This essay advocates applying a “narrative” conception of the individual self to the problem of “collective responsibility.” Participants in the debate agree that groups are composed of individuals and that group responsibility must somehow mimic individual responsibility. However, participants do not begin from a neutral and unproblematic conception of the individual. So far, most participants have assumed standard models of the individual that may unduly bias their conclusions about different forms of group responsibility. I argue that switching to a “narrative” (...) conception may provide a more comprehensive and therefore preferable starting point for considering questions of group responsibility. (shrink)
Traditional moral explorations of sexual violation are dyadic: they focus on the relationship between the perpetrator and the victim, considered in relative isolation. We argue that the moral texture of sexual violation and its fallout only shows up once we see acts of sexual violation as acts that occur within an ecosystem. An ecosystem is made up of dwellers and an environment embedded in a broad, thick, interdependent, and relatively stable web of norms, practices, environments, material and institutional structures. We (...) argue that many of the important and interesting harms wrought by sexual violation can only be understood as ecological harms. To illustrate this, we focus on sexual violations that occur within a specific type of ecosystem, namely an academic department with a graduate program. We examine the possible damaging effects of sexual violation on the ecology of a department. We also consider what makes an ecosystem resilient and relatively able to self-repair, and how sexual violation within an ecosystem may weaken its self-repairing resources. We show that looking at sexual violation through this ecological lens lets us identify harms that are otherwise obscured or difficult to locate. (shrink)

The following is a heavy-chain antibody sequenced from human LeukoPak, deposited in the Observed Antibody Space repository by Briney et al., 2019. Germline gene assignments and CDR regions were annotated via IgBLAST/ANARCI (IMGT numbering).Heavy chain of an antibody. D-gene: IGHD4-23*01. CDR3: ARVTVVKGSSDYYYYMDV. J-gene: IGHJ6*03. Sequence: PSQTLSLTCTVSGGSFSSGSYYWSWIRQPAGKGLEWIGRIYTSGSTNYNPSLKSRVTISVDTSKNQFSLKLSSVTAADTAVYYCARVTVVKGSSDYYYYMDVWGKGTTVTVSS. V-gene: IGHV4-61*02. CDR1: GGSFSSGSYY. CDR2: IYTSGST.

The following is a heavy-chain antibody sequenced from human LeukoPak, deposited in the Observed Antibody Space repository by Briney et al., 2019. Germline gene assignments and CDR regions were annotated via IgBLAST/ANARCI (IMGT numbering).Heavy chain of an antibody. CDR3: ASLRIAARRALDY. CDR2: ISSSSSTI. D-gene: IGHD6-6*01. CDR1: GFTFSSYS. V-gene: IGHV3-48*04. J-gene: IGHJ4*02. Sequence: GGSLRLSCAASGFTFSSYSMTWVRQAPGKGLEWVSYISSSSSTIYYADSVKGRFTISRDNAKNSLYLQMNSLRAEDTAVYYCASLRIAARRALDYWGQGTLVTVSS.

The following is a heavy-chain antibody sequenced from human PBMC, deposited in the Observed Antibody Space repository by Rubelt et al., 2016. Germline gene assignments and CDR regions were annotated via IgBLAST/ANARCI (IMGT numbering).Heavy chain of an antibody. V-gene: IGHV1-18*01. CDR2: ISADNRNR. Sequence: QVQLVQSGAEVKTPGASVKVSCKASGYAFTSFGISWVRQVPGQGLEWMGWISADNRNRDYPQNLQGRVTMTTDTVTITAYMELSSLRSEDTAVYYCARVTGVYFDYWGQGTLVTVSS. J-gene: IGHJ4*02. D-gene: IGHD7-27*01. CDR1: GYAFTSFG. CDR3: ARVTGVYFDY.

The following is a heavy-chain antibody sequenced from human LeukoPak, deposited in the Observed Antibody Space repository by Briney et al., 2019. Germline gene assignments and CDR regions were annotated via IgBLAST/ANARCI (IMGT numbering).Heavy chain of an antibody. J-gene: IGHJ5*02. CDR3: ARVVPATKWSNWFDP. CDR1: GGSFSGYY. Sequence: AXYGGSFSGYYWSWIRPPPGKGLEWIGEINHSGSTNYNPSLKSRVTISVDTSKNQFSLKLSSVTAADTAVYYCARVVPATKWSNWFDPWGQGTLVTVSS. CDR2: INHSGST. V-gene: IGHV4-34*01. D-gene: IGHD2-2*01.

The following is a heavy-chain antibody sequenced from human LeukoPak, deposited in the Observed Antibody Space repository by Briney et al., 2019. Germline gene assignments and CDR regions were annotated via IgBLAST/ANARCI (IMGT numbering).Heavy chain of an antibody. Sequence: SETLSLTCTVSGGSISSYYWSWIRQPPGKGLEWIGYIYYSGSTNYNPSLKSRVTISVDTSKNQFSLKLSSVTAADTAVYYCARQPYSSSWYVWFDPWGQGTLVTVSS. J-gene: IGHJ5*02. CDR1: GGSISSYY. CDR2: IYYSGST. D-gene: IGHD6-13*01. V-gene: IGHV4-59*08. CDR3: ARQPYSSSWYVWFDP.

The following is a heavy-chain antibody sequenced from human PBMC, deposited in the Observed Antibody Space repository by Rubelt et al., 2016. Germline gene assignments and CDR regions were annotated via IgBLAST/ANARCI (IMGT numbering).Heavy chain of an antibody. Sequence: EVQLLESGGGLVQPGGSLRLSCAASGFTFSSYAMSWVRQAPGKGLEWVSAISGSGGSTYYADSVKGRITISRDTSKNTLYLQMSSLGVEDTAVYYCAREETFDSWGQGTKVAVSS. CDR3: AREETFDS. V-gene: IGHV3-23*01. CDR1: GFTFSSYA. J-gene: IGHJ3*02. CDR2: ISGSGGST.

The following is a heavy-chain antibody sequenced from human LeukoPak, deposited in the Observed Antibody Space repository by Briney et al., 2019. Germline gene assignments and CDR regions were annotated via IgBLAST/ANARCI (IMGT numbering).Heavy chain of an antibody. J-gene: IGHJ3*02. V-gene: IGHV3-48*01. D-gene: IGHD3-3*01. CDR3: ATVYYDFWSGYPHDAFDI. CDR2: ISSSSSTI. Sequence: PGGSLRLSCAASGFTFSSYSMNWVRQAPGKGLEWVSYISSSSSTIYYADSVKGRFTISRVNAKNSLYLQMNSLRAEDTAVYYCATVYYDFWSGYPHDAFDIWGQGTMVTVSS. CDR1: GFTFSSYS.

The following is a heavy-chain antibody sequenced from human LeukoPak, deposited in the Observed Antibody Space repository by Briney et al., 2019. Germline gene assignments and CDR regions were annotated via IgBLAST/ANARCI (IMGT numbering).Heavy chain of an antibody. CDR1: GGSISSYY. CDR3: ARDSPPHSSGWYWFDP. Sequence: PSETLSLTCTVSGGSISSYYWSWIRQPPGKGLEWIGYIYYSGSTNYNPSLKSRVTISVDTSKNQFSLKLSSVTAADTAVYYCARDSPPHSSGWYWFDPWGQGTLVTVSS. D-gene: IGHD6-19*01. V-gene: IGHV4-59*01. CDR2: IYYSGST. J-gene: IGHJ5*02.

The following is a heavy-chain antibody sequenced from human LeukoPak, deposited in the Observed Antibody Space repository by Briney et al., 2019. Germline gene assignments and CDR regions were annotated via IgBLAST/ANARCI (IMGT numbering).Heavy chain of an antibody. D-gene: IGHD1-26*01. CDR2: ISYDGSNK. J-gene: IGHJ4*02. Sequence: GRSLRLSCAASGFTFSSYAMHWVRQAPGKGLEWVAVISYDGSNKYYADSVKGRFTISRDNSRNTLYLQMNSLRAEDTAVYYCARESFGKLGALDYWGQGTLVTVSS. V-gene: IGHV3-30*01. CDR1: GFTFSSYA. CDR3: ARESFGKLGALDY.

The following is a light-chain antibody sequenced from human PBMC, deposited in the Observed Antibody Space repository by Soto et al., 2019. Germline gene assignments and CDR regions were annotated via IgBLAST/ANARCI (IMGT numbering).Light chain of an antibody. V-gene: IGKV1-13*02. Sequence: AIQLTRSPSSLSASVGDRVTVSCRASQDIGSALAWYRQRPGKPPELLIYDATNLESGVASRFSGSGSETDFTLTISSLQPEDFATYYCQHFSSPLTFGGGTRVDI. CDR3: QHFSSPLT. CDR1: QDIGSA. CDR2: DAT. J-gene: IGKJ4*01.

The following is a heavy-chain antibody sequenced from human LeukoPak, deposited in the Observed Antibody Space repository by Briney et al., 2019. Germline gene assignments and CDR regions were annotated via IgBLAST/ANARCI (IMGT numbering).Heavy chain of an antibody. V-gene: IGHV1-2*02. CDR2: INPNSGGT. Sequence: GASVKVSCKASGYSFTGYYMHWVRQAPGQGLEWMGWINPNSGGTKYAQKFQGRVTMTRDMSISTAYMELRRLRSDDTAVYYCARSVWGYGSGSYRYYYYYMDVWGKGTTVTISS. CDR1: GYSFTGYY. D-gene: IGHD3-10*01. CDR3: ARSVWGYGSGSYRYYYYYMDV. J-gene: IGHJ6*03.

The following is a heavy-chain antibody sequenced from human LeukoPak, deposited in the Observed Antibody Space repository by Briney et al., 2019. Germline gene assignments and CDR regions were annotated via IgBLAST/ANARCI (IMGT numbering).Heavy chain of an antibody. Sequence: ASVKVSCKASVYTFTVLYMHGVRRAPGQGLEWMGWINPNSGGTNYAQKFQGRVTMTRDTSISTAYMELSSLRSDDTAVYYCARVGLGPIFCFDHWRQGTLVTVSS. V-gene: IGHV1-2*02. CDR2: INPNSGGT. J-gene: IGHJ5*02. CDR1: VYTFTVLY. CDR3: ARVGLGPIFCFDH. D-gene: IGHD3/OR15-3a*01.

Robert Stern has argued that Levinas is a kind of command theorist and that, for this reason, Løgstrup can be understood to have provided an argument against Levinas. In this paper, I discuss Levinas’s use of the vocabulary of demand, order, and command in the light of Jewish philosophical accounts of such notions in the work of Martin Buber, Franz Rosenzweig, and Emil Fackenheim. These accounts revise the traditional Jewish idea of command and I show that Levinas’s use of this (...) vocabulary is also revisionary. I show that in light of this tradition of discussion, Levinas’s use is not susceptible to the interpretation Stern proposes and thus that the Løgstrup-style argument cannot be used against Levinas. (shrink)
My hypothesis is that human personhood has ancient biological roots which make it possible for social reinforcers to contribute to the gradual construction of real persons who are always deeper than the stories about them. Multiple persons do sometimes emerge from one human organism. Rather than try to prove they are real, I explore the consequences of assuming them to be genuine emergentsthat become social environment to one another. I suggest that the multiple-persons phenomenon has profoundly influenced the development of (...) human ethics and the attainment of personhood through the pursuit of ideals. (shrink)